Amechi NJ1, Odama RI2*, Agada SA3, Kenechukwu CO1 and Ezeh CO1
1Department of Medical Biochemistry, College of Medicine, University of Nigeria, Enugu Campus, Nigeria
2Department of Biochemistry, College of Medicine, University of Calabar, Calabar, Cross River State, Nigeria
3Department of Medical Biochemistry, College of Health Science, Benue State University, Makurdi, Nigeria
Trachoma is a neglected tropical disease of the eye which is caused by the bacteria, Chlamydia trachomatis, and if untreated can lead to blindness. It can be transmitted through contact with ocular or nasal discharge of an infected person. WHO, in 2014, reported that 29 out of the 46 countries of the African region, are thought to be endemic and they account for 77% of the total population estimated to be living in endemic areas globally. Estimation of more than 110 million people reside in confirmed endemic areas and another 210 million reside in suspected endemic areas in up to 59 countries, excluding Brazil and India as there is lack of evidence of the disease in these countries. The prevalence rate globally has greatly reduced from 1.5 billion in 2002 to under 137 million in May 2020. Population based survey in Nigeria in different years showed a great prevalence of trachoma (TF and TT) in the Northern part of the country, and also a significant decrease as a result of the implementation of the SAFE strategy. Background: Trachoma is a neglected tropical ocular infection caused by the bacteria Chlamydia trachomatis, and if untreated can lead to blindness. It can be transmitted through contact with ocular or nasal discharge of an infected person. The SAFE strategy involving surgery, Antibiotics, facial cleanliness, and environmental improvement; has long been devised for the management and control of this disease. Trachoma has affected over 2.2 million people, of which estimated 1.2 million people are irreversibly blind. The prevalence rate globally has greatly reduced from 1.5 billion in 2002 to fewer than 137 million in May 2020. Population based survey in Nigeria in different years showed a great prevalence of trachoma (TF and TT) in the Northern part of the country. Methods: The British and Nigerian journal of ophthalmology, PubMed, the Scientific World Journal, trachoma atlas, WHO website, Cureus website, C.D.C website, Sightsavers website, American Academy of Ophthalmology, Pediatrics Infections Disease Journal, Journal of Clinical Microbiology were searched for relevant studies published for the past five decades on Trachoma in Nigeria. Papers on its prevalence, clinical features, diagnosis, treatment, control measures and recent findings in Nigeria were included. Results: Collation of findings data from the past five decades on trachomatis infection in Nigeria has shown that the rate of infection has significantly reduced in some Northern part of the country due to trichiasis associated surgeries and use of antibiotics for Follicular inflammation. TF (0.2% and 9%); TT (0.2% and 8.0%) in Zamfara. TF (1.7% to 15.8% in 1 to 9 years of age); Tt (0% to 2.1%) common among women in Nasarrawa and Plateau state. TF (17.5%); TT (10.9% above 15 years) in Kano. TF (5.0% and 9.9%); TT (surgical services needed to obtain prevalence of <1 per 1000 total population in Niger State. TF (18.3%) TT (3.8%) in Yobe. TF (0.0% to 0.5%) in 13 local governments in Taraba. Conclusion: The results from this five decades wide review suggest that though a marked reduction in trachomatis infection in different parts of the country is observed, however there is still high prevalence (TF & TT) mostly in the Northern part of the country, which calls for adequate availability of resources for mapping project, which will serve as a guide for control; intense implementation of the SAFE strategy and every other hygienic mechanism possible, and orientation on this disease particularly in endemic communities in the North.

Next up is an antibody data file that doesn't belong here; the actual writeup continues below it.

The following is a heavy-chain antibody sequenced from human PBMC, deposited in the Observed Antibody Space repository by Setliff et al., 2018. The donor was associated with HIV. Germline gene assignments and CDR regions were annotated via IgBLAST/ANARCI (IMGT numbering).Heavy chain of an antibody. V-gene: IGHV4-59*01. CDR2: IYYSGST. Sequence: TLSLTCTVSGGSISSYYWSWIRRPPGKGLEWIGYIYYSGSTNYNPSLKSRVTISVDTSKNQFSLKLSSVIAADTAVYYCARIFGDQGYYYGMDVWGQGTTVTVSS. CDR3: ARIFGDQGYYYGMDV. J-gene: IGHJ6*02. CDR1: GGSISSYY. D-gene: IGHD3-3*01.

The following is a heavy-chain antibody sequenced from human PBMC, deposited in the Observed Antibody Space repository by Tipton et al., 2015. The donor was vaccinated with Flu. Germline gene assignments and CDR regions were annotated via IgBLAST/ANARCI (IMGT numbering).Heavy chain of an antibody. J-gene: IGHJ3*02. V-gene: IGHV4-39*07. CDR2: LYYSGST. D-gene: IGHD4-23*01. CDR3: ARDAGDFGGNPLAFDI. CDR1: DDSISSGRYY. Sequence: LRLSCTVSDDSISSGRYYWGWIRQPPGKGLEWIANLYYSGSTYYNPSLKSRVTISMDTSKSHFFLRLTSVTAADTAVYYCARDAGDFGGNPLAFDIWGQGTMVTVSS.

Incidence, Treatment, Trachoma Species, Nigeria, Five Decade
Amechi NJ, Odama RI, Agada SA, Kenechukwu CO, Ezeh CO. Scopus Review of the Incidence, Treatment and Control of the Spread of Trachoma Species in Nigeria in the Past 5 Decades. Am J Med Public Health. 2021; 2(4): 1026.